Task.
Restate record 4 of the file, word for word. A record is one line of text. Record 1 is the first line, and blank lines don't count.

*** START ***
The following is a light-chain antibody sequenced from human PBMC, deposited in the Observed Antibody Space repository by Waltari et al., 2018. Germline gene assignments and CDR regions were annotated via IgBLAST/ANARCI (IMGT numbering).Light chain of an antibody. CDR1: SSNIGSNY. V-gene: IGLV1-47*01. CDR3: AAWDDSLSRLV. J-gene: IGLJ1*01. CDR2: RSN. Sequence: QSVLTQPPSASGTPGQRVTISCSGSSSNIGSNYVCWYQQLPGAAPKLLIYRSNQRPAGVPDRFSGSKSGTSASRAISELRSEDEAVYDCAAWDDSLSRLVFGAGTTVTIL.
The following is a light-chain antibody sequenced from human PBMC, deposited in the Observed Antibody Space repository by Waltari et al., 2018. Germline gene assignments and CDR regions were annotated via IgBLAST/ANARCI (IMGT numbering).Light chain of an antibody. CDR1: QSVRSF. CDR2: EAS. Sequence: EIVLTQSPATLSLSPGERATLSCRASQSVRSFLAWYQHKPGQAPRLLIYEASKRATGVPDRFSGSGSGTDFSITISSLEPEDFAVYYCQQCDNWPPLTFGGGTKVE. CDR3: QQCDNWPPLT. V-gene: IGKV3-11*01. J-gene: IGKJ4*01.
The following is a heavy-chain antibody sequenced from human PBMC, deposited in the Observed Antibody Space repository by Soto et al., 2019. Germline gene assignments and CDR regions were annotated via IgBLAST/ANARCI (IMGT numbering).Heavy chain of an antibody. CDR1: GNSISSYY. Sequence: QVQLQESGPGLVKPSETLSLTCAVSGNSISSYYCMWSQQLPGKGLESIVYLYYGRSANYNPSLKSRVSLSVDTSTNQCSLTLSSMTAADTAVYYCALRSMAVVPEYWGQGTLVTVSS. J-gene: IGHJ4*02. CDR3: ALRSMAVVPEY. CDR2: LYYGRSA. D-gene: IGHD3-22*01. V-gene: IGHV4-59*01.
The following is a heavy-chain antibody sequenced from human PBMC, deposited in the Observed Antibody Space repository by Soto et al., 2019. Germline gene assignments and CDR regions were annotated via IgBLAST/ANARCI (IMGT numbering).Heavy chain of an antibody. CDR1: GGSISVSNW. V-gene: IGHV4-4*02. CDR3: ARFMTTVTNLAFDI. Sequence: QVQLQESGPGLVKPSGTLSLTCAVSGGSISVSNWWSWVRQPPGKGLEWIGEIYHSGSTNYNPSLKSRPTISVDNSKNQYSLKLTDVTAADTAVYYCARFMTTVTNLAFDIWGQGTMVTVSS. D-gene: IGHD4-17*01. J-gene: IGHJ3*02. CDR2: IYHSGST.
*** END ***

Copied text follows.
The following is a heavy-chain antibody sequenced from human PBMC, deposited in the Observed Antibody Space repository by Soto et al., 2019. Germline gene assignments and CDR regions were annotated via IgBLAST/ANARCI (IMGT numbering).Heavy chain of an antibody. CDR1: GGSISVSNW. V-gene: IGHV4-4*02. CDR3: ARFMTTVTNLAFDI. Sequence: QVQLQESGPGLVKPSGTLSLTCAVSGGSISVSNWWSWVRQPPGKGLEWIGEIYHSGSTNYNPSLKSRPTISVDNSKNQYSLKLTDVTAADTAVYYCARFMTTVTNLAFDIWGQGTMVTVSS. D-gene: IGHD4-17*01. J-gene: IGHJ3*02. CDR2: IYHSGST.